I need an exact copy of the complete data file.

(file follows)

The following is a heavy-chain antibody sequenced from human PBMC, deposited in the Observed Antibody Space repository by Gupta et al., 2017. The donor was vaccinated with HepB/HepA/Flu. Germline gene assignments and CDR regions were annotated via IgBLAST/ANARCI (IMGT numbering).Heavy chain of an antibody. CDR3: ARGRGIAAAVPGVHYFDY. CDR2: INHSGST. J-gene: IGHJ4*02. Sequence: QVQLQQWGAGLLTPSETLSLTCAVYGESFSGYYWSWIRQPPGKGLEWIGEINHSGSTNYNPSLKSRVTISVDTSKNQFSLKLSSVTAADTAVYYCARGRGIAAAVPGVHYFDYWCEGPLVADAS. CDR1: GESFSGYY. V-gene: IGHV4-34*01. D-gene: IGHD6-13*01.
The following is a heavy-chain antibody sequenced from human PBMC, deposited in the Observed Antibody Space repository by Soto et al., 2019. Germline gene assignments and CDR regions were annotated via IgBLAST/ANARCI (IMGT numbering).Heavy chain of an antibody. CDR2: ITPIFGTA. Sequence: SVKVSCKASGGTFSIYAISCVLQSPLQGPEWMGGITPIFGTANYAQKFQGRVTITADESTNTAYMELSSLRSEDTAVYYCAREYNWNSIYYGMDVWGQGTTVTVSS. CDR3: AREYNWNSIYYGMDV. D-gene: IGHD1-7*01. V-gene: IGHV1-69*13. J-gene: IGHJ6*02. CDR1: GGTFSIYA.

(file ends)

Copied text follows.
The following is a heavy-chain antibody sequenced from human PBMC, deposited in the Observed Antibody Space repository by Gupta et al., 2017. The donor was vaccinated with HepB/HepA/Flu. Germline gene assignments and CDR regions were annotated via IgBLAST/ANARCI (IMGT numbering).Heavy chain of an antibody. CDR3: ARGRGIAAAVPGVHYFDY. CDR2: INHSGST. J-gene: IGHJ4*02. Sequence: QVQLQQWGAGLLTPSETLSLTCAVYGESFSGYYWSWIRQPPGKGLEWIGEINHSGSTNYNPSLKSRVTISVDTSKNQFSLKLSSVTAADTAVYYCARGRGIAAAVPGVHYFDYWCEGPLVADAS. CDR1: GESFSGYY. V-gene: IGHV4-34*01. D-gene: IGHD6-13*01.
The following is a heavy-chain antibody sequenced from human PBMC, deposited in the Observed Antibody Space repository by Soto et al., 2019. Germline gene assignments and CDR regions were annotated via IgBLAST/ANARCI (IMGT numbering).Heavy chain of an antibody. CDR2: ITPIFGTA. Sequence: SVKVSCKASGGTFSIYAISCVLQSPLQGPEWMGGITPIFGTANYAQKFQGRVTITADESTNTAYMELSSLRSEDTAVYYCAREYNWNSIYYGMDVWGQGTTVTVSS. CDR3: AREYNWNSIYYGMDV. D-gene: IGHD1-7*01. V-gene: IGHV1-69*13. J-gene: IGHJ6*02. CDR1: GGTFSIYA.